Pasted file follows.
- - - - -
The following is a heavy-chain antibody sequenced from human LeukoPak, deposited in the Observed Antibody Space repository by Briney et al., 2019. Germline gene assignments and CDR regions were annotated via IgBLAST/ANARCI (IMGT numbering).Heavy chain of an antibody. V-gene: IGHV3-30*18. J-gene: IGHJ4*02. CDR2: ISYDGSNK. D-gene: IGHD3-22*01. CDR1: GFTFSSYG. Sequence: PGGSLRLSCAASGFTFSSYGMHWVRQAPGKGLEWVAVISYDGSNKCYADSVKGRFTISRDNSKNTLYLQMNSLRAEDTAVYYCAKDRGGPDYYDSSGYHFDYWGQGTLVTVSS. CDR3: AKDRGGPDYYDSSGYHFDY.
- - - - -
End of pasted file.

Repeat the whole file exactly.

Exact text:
The following is a heavy-chain antibody sequenced from human LeukoPak, deposited in the Observed Antibody Space repository by Briney et al., 2019. Germline gene assignments and CDR regions were annotated via IgBLAST/ANARCI (IMGT numbering).Heavy chain of an antibody. V-gene: IGHV3-30*18. J-gene: IGHJ4*02. CDR2: ISYDGSNK. D-gene: IGHD3-22*01. CDR1: GFTFSSYG. Sequence: PGGSLRLSCAASGFTFSSYGMHWVRQAPGKGLEWVAVISYDGSNKCYADSVKGRFTISRDNSKNTLYLQMNSLRAEDTAVYYCAKDRGGPDYYDSSGYHFDYWGQGTLVTVSS. CDR3: AKDRGGPDYYDSSGYHFDY.